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  • Hermes is the Greek messenger of the gods, god of speech, and, interestingly, of tricksters, thieves, and all who live by their wits.
  • In the mythology of the African Yoruba people, Eshu is Hermes’ counterpart: a god who speaks all languages, he, too, is a messenger of the gods and a trickster.  (are you starting to notice an associative trend here?)Screen Shot 2017-04-12 at 6.36.11 AM
  • Bik’eh Hózhó is the Navajo personification of speech. Storytelling is a powerful creative and social force in Native American traditions.

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  • Quetzalcoatl, literally ‘Winged Serpent,’  is the Aztec god of wind and learning, which are, when you think about it,  two essential components of speech.

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You get the idea.

Well, and who can forget this guy:

‘In the beginning, God created the heavens and the earth. The earth was without form and void, and darkness was over the face of the deep. And the Spirit of God was hovering over the face of the waters.

And God said, “Let there be light,” and there was light. And God saw that the light was good. And God separated the light from the darkness. God called the light Day, and the darkness he called Night. And there was evening and there was morning, the first day.’ [italics mine]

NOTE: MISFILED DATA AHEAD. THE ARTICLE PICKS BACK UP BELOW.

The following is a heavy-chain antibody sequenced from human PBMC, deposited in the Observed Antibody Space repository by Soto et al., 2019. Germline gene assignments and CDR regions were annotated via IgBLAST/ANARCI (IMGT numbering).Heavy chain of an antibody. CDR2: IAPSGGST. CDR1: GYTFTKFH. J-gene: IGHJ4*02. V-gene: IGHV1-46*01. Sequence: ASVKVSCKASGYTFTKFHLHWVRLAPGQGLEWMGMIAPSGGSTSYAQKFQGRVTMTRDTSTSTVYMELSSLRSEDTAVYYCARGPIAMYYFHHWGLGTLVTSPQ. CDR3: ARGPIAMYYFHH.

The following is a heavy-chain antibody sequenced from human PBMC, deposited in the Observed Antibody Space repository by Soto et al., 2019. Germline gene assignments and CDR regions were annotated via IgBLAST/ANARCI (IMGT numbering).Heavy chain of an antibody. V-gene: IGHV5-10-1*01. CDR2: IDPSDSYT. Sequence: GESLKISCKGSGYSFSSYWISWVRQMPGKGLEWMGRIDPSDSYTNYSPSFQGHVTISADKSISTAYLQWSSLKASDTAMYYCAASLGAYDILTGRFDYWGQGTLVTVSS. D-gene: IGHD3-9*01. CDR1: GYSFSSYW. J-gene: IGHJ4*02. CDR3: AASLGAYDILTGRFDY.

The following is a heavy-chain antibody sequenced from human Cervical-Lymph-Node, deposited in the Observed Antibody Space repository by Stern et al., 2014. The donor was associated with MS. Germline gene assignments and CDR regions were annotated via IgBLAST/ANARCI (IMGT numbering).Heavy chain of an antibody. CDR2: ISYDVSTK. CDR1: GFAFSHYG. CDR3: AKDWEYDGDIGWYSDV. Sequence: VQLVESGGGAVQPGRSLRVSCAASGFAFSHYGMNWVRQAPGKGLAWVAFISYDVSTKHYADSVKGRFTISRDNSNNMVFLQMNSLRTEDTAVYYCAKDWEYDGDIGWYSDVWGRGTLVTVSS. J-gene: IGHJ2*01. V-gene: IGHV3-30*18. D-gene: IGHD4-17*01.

Every day for six days, God speaks, God names, and sees that it is good: the world blooms into being. God said…God said…God said. God is all-powerful, and he is all-powerful because he calls the world into being with words.

…and he bestows that gift upon Adam, the first man, who gets right to work with some naming of his own.

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And out of the ground the LORD God formed every beast of the field, and every fowl of the air; and brought them unto Adam to see what he would call them: and whatsoever Adam called every living creature, that was the name thereof.

                                                                                             Genesis 2:19 [King James Version]

What could possibly go wrong?

Well, for one thing, the serpent in the garden was also endowed with the gift of speech. Like all human ‘gifts,’ language is a double-edged sword: it can make the world, and it can destroy it. It can speak the truth, and it can deceive. It can kill and it can heal. It can be twisted into orders (‘But of the fruit of the tree which is in the midst of the garden, God hath said, Ye shall not eat of it, neither shall ye touch it, lest ye die.‘), pleas, prayers, oaths, promises, curses and lies.

Well, and then there was this whole mess:

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And the whole earth was of one language, and of one speech.

And it came to pass, as they journeyed from the east, that they found a plain in the land of Shinar; and they dwelt there.

And they said one to another, Go to, let us make brick, and burn them throughly. And they had brick for stone, and slime had they for morter.

And they said, Go to, let us build us a city and a tower, whose top may reach unto heaven; and let us make us a name, lest we be scattered abroad upon the face of the whole earth.

And the LORD came down to see the city and the tower, which the children of men builded.